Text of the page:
Book Review: We Were the Lucky Ones
Desperate times inspire bravery, creativity, resilience, and endurance. In the expansive Holocaust narrative genre, these qualities are ever-present – but rarely in such stories does every protagonist survive, as they do in Georgia Hunter’s fictionalized family history, We Were the Lucky Ones (Viking 2017).
As a teenager, Hunter learned that her mother’s family had survived the German occupation of Poland. Some fled, some hid, some fought, but all were reunited in the Americas after seven years of separation and uncertainty. After extensive interviews and research, Hunter created a novelization of their stories. She vividly describes her great-grandmother, Nechuma, and her family’s way of life, as they gathered around the Passover seder table:
“...Rather than live in the Old Quarter as the majority of Radom’s less affluent Jews do, they own a stately apartment in the center of town...Their fabric shop is thriving; Nechuma takes great care on her buying trips to collect the highest quality textiles, and their clients, both Polish and Jewish, come from as far as Kraków to purchase their ladieswear and silk. When their children were school-age, Sol and Nechuma sent them to elite private academies...Sol and Nechuma hoped to give their children a chance to side-step the undertones of anti-Semitism that had defined Jewish life in Radom since before any of them could remember.”
We Were the Lucky Ones is structured like a concerto grosso, interweaving the stories of Hunter’s great-grandparents, grandfather, great-aunts and -uncles, and second cousins. The shifting point of view is elegantly executed and always clear, and Hunter evokes pre-war Poland with loving detail, clearly showing what was left behind and lost.
The entry point for the story is Hunter’s grandfather Eddy Courts, née Addy Kurc. A pianist and composer who studied in Paris, he was able to leave Europe for Brazil at beginning of the war. The emotional trauma he faced as he traveled a circuitous route from France to Dakar and finally to Brazil pales in comparison to the ordeals of his parents and siblings in Poland, Lvov, and Siberia, but he is eventually able to use his position to bring them to the New World.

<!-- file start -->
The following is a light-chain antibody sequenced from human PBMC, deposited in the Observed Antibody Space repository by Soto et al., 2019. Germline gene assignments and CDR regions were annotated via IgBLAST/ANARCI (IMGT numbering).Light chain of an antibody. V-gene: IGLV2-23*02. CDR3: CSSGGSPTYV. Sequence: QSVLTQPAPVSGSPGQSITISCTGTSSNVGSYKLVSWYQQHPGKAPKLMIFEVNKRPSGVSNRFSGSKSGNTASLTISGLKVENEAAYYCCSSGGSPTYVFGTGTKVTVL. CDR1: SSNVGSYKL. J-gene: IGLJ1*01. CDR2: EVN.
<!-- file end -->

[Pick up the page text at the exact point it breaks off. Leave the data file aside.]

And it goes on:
We Were the Lucky Ones follows the Kurc family from upper middle-class comfort in Warsaw and Radom to various shtetls, each of which is eventually liquidated, to Siberian labor camps, to Tel Aviv, and to the Italian war front at Monte Cassino. Some Kurcs survived by obtaining false papers and masquerading as Christians; others hid in barns or convents. These are all familiar elements of Holocaust stories, but the most important moment of Hunter’s novel comes as Addy’s ship, en route to America, stalls in Casablanca, Morocco. The passengers, all refugees fleeing the Nazi occupation, are confronting the expiration of their 90-day visas issued by the Brazilian embassy. While a few wealthy passengers find hotels in Morocco, most are housed at the Kasha Tadla refugee camp.
“The camp is fly infested and cloaked in the inescapable scent of excrement, thanks to several holes dug in the dirt that serve as toilets. Addy lasts two uncomfortable nights sleeping head to toe with a pair of Spaniards in a tent built for one before deciding he’s had enough of Kasha Tadla. On the morning of his third day, he sidles up to a guard at the camp’s entrance and, in perfect French, offers to go to the city for a few desperately needed supplies for the group. ‘We are out of toilet paper, and soap. We are dangerously low on water. Without these things, people will be sick. They will die.’ “
After getting to know Addy Kurc and his cosmopolitan shipmates, the image of them suffering in an unhygienic and crowded refugee camp is jarring. The effect is to immediately bring into sharp relief the millions of displaced today: Syrians, Yemeni, Somalians, and others. They, too, are musicians, doctors, sophisticated and well-educated humans, individuals with lives worthy of empathy, just as the Jewish refugees of the 1930s and ‘40s were. Just as the Kurcs, they have been uprooted – each with a web of children, siblings, parents, and cousins whose safety and happiness are of paramount importance.
We Were the Lucky Ones is a compelling read, notable for Hunter’s clear portraits of her plucky, resilient family, and for her ability to build suspense and investment without emotional manipulation.
Courtney Naliboff lives, writes, teaches, and parents on North Haven, an island off the coast of Maine. She is a columnist for Working Waterfront, and writes about rural Jewish parenting for Kveller.com.
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